This will be the first year in ages that I haven't gone abroad at Easter. Over the past three years I have had Easter trips to Cologne, Amsterdam and Paris, and further than that I can't quite remember, but I doubt I stayed at home.
I'm not quite staying at home this year, but there won't be planes involved for a change. This year I'm heading to the Lake District for a bit of English tourism. Looking at the weather forecast I might start regretting that idea, but there's nothing wrong with spending a long weekend snuggled in a pub with a good book looking at the view!
I'm going back to my penniless student days and staying in a hostel. Not that I can't afford a B&B, but I kind of like the idea of actually meeting people rather than staying closeted in a single room and only emerging for breakfast. After staying with someone I barely knew in New York and getting on with her really well, I just thought I might give it a go. It's cheap, it has a restaurant and a bar, and you never know, I might meet like minded people. I haven't stayed in a hostel since I was in Rome in 1999 (when in a strange foretaste of what was to come, I got there and discovered it was marathon weekend. I thought they were all nutters).
The original plan was to do some hill walking, but with the weather forecast and the niggliness of my leg this close to FLM, I think I might stick to more sedate pursuits. Whatever I end up doing though I'll try to take some pictures and report back after the weekend.
In other news, here comes this month's charity appeal. I'm on a club place at London, but have a promise to my grandfather to fulfil. And if I'm going to do it, I'd better get moving because my visit at the weekend confirmed that he really isn't well. Doing it next year won't work.
He got polio years before I was born, and I've only even known him in a wheelchair. Since he got confined to the chair, he's been a tireless campaigner for better disabled access to facilities and so on. It's rubbed off. For someone without a disability I have a strangely detailed knowledge of what makes a good disabled bathroom. Some of them are great, like the fantastic disabled toilet we found in Spain, the only problem being that you couldn't actually get into the building to use it. I try not to discuss them unless I'm in the company of my family. Although in New York I did surprise a few people with my appreciation of what facilities Matt would need. Grandpa got an OBE for what he'd been doing back in the late 70s, and has carried on for nearly 30 years since then.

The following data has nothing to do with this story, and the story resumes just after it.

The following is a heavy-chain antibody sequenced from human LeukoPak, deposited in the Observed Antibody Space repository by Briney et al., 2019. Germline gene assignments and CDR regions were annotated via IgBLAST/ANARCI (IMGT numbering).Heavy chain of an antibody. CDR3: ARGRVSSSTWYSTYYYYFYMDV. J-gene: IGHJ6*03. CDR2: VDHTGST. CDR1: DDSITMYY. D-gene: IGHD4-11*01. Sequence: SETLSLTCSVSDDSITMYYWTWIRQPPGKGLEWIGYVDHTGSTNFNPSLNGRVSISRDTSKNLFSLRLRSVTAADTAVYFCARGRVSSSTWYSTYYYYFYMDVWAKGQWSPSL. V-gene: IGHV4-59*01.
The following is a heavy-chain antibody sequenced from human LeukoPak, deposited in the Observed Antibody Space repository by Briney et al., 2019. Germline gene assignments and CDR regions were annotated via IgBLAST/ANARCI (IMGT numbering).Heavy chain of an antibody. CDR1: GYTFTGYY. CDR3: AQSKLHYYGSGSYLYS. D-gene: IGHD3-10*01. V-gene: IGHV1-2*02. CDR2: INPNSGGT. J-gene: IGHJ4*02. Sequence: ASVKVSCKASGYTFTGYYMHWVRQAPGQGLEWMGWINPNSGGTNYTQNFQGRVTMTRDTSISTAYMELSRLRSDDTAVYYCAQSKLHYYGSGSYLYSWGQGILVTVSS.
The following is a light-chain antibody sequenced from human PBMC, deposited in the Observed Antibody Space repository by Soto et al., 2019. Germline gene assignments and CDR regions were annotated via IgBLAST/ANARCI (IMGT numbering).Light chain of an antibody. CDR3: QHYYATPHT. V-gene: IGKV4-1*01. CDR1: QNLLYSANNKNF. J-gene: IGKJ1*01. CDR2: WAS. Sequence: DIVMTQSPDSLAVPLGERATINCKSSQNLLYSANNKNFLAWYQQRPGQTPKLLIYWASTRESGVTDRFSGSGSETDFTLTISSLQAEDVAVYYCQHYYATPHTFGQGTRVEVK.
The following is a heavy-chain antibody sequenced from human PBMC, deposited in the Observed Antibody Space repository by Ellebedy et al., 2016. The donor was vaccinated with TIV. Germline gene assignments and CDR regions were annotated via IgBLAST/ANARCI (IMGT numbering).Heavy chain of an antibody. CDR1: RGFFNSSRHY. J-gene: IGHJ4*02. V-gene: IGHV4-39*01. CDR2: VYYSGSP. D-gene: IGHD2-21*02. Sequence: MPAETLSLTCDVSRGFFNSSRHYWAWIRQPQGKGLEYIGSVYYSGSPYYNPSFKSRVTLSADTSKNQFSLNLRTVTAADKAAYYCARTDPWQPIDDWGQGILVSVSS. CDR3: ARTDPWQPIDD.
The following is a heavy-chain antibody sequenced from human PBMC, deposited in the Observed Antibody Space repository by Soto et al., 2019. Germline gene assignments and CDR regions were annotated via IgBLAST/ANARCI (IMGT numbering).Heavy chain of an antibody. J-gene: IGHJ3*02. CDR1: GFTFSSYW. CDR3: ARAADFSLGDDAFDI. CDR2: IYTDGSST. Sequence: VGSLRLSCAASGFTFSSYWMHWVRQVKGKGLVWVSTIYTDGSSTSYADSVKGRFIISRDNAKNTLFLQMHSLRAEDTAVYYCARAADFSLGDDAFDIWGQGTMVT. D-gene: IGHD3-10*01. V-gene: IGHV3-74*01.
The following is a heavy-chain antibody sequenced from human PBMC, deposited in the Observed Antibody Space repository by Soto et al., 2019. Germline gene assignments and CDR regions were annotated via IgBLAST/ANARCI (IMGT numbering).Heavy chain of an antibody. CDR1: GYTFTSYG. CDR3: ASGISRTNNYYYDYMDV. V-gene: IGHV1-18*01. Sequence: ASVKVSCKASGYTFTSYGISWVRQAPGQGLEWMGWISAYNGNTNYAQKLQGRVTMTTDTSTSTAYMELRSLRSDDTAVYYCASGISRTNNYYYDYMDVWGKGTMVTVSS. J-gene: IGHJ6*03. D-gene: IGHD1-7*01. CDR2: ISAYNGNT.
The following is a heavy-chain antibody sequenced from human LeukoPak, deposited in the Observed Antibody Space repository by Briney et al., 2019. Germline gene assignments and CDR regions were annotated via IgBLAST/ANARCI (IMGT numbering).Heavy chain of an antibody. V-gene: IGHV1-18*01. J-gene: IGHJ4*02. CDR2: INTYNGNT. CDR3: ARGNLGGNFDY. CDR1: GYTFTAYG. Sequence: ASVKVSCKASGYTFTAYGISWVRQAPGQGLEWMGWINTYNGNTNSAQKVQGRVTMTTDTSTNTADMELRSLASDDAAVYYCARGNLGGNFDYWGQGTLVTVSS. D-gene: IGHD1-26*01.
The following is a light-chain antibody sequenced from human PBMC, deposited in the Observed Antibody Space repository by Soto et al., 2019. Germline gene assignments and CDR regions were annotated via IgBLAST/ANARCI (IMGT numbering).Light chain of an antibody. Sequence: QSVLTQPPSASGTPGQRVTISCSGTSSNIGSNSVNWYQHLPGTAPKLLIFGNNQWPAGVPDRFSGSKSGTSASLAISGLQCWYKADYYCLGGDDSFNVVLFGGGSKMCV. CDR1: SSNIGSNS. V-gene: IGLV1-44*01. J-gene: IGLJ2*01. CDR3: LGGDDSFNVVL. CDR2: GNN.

As well as the national stuff (he's judged things like loo of the year competitions) he's also been heavily involved with a local disabled living centre. He's a trustee of the charity, and he still takes an active interest in the running of the place even though he's over 80 now. And a couple of years ago I promised I'd raise money for them if I ever got a place for London. I have, so now it's time to come good on that promise.
Unfortunately, since he got so ill he hasn't managed to do much of the arrangements for putting me in touch with the right people to do publicity and so on, and I'm wary of inducing donation fatigue by pestering everyone so soon after New York. I'm really not looking for anyone to subsidise what I'm doing, I'd be running the marathon anyway, and none of the money will go towards the cost of my place, or any freebies provided by the charity. But if anyone does feel inclined to donate (and there are some people who on hearing that you're doing a marathon ask who for - it's them I'm aiming at mainly), it's nice to have somewhere to direct them towards.
Even if I only raise £50, I will be happy that it's £50 which is going to a good cause. I've seen first hand what a good job they do, and how much work it takes to keep them going. They're not a big charity and don't have golden bond places or snazzy running vests. But that doesn't mean they're not a lifeline for people who need them.
The name of the charity is the William Merritt Disabled Living Centre, and unfortunately they haven't registered with justgiving so I can't give you a link for online donations. Which means that my chances of obtaining donations via an internet appeal are slim because anyone generous would have to write a cheque and put it in an envelope. However, there's no harm in mentioning it. More information about the charity, and an address for donations, can be found on the website.